The recent rash of hate crimes and violence against Asian-Pacific Americans is horrifying and deplorable. KCU strongly condemns racism and violence. We stand for justice, and we are committed to ensuring an environment of safety, peace and inclusion for all people.

As a health sciences university, we remain dedicated to the preservation of human life. As individuals and as a campus community, we must stand strong, stand together, and denounce these continued acts of violence that plague our country.

We offer you some tools and ways to participate to educate your students, faculty, staff and communities in the mission to #StopAAPIHate and #StopAsianHate. Read about the grassroots history of the #StopAAPIHate movement.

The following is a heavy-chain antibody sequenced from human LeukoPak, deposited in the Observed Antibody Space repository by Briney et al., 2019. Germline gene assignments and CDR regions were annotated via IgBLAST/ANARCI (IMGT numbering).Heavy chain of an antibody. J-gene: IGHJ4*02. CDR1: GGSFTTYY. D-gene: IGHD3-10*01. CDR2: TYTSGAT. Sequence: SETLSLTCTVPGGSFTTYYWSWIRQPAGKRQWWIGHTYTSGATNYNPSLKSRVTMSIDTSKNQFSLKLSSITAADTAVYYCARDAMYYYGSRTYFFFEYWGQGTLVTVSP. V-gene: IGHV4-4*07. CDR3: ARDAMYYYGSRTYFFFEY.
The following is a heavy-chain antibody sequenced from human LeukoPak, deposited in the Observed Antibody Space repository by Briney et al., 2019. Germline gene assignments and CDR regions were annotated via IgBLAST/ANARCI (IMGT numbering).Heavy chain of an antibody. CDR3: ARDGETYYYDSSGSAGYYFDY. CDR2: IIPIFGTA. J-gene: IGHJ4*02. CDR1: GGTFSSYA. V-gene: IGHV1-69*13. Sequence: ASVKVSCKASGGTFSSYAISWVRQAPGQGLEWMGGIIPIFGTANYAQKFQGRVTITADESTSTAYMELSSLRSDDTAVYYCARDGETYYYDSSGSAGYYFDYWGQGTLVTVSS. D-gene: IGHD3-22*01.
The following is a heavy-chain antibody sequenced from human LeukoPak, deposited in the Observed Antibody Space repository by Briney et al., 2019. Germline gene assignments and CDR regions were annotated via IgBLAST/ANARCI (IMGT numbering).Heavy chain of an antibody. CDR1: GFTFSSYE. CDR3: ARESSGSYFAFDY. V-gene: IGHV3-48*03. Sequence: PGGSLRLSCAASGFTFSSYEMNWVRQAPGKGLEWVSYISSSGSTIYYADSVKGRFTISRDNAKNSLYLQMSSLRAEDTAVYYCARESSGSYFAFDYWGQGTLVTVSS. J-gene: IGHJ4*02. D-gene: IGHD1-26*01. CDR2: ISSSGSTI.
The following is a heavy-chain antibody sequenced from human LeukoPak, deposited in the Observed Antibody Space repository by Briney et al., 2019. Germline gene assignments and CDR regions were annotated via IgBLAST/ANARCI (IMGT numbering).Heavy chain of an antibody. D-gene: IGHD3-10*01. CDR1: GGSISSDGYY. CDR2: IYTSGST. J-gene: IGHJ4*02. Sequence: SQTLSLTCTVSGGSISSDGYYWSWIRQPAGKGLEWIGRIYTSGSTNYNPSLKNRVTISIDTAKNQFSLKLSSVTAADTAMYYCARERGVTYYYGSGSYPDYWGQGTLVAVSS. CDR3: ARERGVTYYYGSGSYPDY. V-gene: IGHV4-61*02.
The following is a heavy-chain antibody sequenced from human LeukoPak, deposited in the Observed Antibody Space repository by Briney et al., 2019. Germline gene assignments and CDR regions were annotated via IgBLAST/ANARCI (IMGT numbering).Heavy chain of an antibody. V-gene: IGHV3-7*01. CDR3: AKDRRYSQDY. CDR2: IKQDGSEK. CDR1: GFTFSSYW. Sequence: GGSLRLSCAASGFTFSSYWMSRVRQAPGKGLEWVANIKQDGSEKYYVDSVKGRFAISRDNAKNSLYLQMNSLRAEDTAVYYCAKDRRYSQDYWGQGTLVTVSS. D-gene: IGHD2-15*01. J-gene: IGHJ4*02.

Library of Congress (Discrimination Against Asian and Pacific Islander Americans: A Research Guide) - This page provides a list of external Asian and Pacific Islander American advocacy organization websites

Asian Americans Advancing Justice

The Asian Americans Advancing Justice website Stand Against Hatred has a robust list of resources, including virtual training sessions for bystander intervention when witnessing a hate crime.

Asian Americans Advancing Justice is a national affiliation of five leading organizations advocating for the civil and human rights of Asian Americans and other underserved communities to promote a fair and equitable society for all. The affiliation's members are: Advancing Justice - AAJC (Washington, D.C.), Advancing Justice - Los Angeles, Advancing Justice - Atlanta, Advancing Justice - Asian Law Caucus (San Francisco), and Advancing Justice - Chicago. The Asian Americans Advancing Justice affiliation has been documenting hate crimes and hate incidents since 2017.